A “tramp steamer” wasn’t necessarily an old and decrepit ship. There were new tramp steamers. In this case the word “tramp” is a description of the activity of the ships which did not sail on a set schedule from one specific port to another specific port but “tramped” from port to port, looking for cargo to transport. With only three mates and a Master, the officers usually worked four hours on watch, four hours off, which is hard duty. But in the 1920s and 1930s times were hard and professional mariners felt lucky to even have a job, or a ‘berth’ as it was known.

Tramp steamers could make about 6 to 8 knots if they were old or 8 to 10 knots if they were newer. This was done because a larger and more expensive engine was needed if they were to go any faster and owners had no reason to pay for that. Going faster also used more fuel. So they tramped along day after day throughout the British empire. It must have been deadly dull. They were built to haul non-perishable bulk cargo and most were coal burning because coal was cheaper than oil. Often most of the crew were Lascars, which was a word typically used for “native” that is men of color, from various colonies. Lascars, which isn’t a derogatory term, were mainly recruited in what was then British India and they worked very cheaply.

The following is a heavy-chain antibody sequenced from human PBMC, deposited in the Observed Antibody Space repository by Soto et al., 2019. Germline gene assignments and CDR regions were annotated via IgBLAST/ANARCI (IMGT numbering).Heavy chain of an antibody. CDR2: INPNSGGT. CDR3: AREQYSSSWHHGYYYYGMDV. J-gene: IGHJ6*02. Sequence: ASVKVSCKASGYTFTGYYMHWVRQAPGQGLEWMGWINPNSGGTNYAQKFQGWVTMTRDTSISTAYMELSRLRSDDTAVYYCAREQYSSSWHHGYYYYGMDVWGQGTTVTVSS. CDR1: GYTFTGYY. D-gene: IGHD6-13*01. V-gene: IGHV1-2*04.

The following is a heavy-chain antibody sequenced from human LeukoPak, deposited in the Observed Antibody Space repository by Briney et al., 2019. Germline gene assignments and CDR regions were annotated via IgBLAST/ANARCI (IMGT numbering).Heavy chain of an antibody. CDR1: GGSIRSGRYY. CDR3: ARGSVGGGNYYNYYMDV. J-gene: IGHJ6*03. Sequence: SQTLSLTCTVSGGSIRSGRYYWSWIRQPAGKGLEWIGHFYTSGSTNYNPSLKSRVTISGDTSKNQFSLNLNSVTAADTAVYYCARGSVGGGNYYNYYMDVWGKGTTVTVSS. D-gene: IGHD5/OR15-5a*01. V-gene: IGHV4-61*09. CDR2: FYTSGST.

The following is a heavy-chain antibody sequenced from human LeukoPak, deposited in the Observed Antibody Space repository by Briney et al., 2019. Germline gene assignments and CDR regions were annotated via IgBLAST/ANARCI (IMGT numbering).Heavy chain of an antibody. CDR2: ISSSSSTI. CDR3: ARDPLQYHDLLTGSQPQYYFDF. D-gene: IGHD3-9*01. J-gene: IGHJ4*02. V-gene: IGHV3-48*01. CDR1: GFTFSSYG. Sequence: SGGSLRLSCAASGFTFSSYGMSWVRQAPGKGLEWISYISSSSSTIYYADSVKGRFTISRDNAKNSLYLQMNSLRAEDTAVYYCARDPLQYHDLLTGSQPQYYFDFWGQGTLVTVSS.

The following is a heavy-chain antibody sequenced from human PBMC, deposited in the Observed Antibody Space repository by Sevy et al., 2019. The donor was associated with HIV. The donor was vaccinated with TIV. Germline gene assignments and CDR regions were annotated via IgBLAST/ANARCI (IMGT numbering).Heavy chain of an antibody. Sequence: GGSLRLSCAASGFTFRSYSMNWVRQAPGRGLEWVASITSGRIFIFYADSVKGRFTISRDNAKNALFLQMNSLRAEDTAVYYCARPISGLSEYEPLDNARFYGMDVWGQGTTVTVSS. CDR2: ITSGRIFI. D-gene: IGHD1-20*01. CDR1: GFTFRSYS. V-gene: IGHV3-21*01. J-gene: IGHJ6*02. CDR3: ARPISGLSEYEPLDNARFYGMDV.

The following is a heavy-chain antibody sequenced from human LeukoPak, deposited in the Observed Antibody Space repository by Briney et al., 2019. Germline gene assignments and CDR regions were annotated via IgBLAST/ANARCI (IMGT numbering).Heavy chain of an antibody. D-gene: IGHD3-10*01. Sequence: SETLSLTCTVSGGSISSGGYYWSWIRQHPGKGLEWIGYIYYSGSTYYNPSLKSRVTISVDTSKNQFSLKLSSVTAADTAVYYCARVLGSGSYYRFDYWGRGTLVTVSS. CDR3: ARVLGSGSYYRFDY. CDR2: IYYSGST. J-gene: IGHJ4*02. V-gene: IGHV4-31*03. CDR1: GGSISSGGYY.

These ships comprised the majority of the British merchant marine when the war broke out and these men and these ships persevered through horrendous U-Boat attacks and North Atlantic weather to bring urgent war related cargo to the UK. It wasn’t the kind of job you would want to have nor were the ships built to take the brutal weather of the North Atlantic. Ship owners who had “laid up” older ships, that is removed them from service because of the lack of business and because they were too old to run economically, hurriedly took these rust buckets from the back waters and harbors where they were anchored and put them into service.